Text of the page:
The 1978 Constitutional Convention formally established water as a public trust resource. Article XI Section 1 states, “all public natural resources are held in trust by the State for the benefit of the people.” Article XI Section 7 created the water commission to fulfill the State’s duties to “protect, control and regulate the use of Hawai‘i’s water resources for the benefit of its people.” The Constitution further requires the State to “protect all rights, customarily and traditionally exercised for subsistence, cultural and religious purposes and possessed by ahupua‘a tenants who are descendants of native Hawaiians who inhabited the Hawaiian Islands prior to 1778, subject to the right of the State to regulate such rights.” Under these laws, the Hawai‘i Supreme Court has affirmed and clarified the scope of the State’s obligation to protect Native Hawaiians’ access to water resources for the perpetuation of cultural practices.

A&B’s Water Permitting History in East Maui

Despite water’s status as a public trust resource, private companies continue to profit from it.  A&B’s website describes how two young entrepreneurial sons of missionaries, Samuel T. Alexander and Henry P. Baldwin, brought water from the wet, windward side of Maui to the dry, central plains, devising a replicable system to grow their sugar empire. In 1876, A&B joined with the Haiku Sugar Company to petition the government for access to four East Maui streams to construct the Hamakua ditch. The Kingdom of Hawai‘i subsequently granted the companies’ request to divert water from the streams through ditches to central Maui.

Although the original term of the permit was twenty years, A&B retained and expanded its control over water flowing from East Maui streams through a series of lease agreements with the government. As the long-term lease agreements began expiring in the 1970s and 80s, A&B and EMI sought another long-term, thirty-year lease. Instead, BLNR began issuing A&B and EMI annually revocable permits rather than leases. Because the permits were statutorily required to be “temporary” in nature, a single entity could not hold the same permit from year to year. Consequently, A&B and EMI annually alternated the name on the permit application, and BLNR approved it.

In 2001, A&B and EMI again petitioned BLNR for long-term access, this time in the form of a thirty-year water license, with a continuation of yearly revocable permits until such a license was granted. Nā Moku Aupuni O Ko‘olau Hui, Inc. (“Nā Moku”), a Native Hawaiian organization representing East Maui kalo farmers with counsel from the Native Hawaiian Legal Corporation, filed for a contested case hearing “to challenge the legality of the long-term license.” In the interim, BLNR continued the holdover status of A&B and EMI’s revocable permits, enabling the companies to continue diverting between 164 and 450 million gallons of water per day (“mgd”). On March 23, 2007, the Board issued Findings of Fact and Conclusions of Law on Nā Moku’s contested case over the thirty-year license. It required A&B and EMI to “decrease diversions on Waiokamilo Stream to allow for more water to flow downstream to the local taro growers.”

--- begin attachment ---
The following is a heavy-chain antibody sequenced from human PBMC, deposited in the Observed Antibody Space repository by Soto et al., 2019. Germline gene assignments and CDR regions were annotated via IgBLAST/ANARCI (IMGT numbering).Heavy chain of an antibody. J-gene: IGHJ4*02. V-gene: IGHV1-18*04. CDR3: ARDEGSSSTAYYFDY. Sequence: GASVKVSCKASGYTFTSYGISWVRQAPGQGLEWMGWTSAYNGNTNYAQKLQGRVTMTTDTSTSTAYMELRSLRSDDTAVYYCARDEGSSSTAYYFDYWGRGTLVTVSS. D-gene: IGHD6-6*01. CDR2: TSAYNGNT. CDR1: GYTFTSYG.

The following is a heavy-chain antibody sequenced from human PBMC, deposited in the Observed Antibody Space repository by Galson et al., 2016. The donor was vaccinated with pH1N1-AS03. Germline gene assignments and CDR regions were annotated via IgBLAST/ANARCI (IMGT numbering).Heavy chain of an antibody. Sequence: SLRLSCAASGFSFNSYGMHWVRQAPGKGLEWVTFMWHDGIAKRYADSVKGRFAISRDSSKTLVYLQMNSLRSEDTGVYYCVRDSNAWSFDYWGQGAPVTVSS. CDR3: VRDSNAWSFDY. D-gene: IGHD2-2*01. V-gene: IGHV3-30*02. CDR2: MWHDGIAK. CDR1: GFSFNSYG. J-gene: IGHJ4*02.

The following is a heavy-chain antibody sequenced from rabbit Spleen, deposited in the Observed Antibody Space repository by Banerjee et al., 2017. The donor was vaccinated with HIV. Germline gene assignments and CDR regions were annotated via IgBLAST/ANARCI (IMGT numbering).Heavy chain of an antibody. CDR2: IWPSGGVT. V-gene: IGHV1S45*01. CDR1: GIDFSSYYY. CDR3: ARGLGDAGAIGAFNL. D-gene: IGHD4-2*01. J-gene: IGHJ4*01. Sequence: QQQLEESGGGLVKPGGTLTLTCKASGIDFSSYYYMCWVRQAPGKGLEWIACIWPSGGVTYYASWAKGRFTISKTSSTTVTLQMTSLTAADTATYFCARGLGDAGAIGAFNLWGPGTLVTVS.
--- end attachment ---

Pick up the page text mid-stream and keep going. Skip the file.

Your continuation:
In December 2015, BLNR again renewed the revocable licenses in holdover status. Nā Moku filed a claim in First Circuit Court asserting that BLNR failed to comply with proper environmental review for “actions that propose the use of state or county lands.” Although Judge Nishimura held that BLNR’s issuance of the revocable permits did not constitute an “action” requiring environmental review, she found that BLNR exceeded its authority by repeatedly issuing temporary permits in holdover status for thirteen years. Consequently, she invalidated A&B and EMI’s four revocable permits. The Board, as well as A&B and EMI, appealed the decision. The court stayed the invalidation pending the appeal.

Overview of H.B. 2501/Act 126

At the beginning of the 2016 legislative session, at the behest of A&B and EMI, five Representatives introduced H.B. 2501 to amend H.R.S. § 171-58 to “allow[] a holdover permit to be issued to an applicant seeking to renew their water rights lease.” In addition, six Senators introduced a companion bill, Senate Bill 3001. Signed into law as Act 126, the measure enables BLNR to authorize holdovers on a yearly basis for up to three consecutive years where an applicant is in the process of applying for a water lease. As a compromise, the bill was amended to include language requiring that the holdover be consistent with the public trust doctrine, that it be limited to existing lease applicants, and that the bill sunset on June 30, 2019.

H.B. 2501 was hotly contested.  Approximately thirty-five organizations submitted written testimony supporting H.B. 2501, and sixty-five organizations submitted testimony in opposition.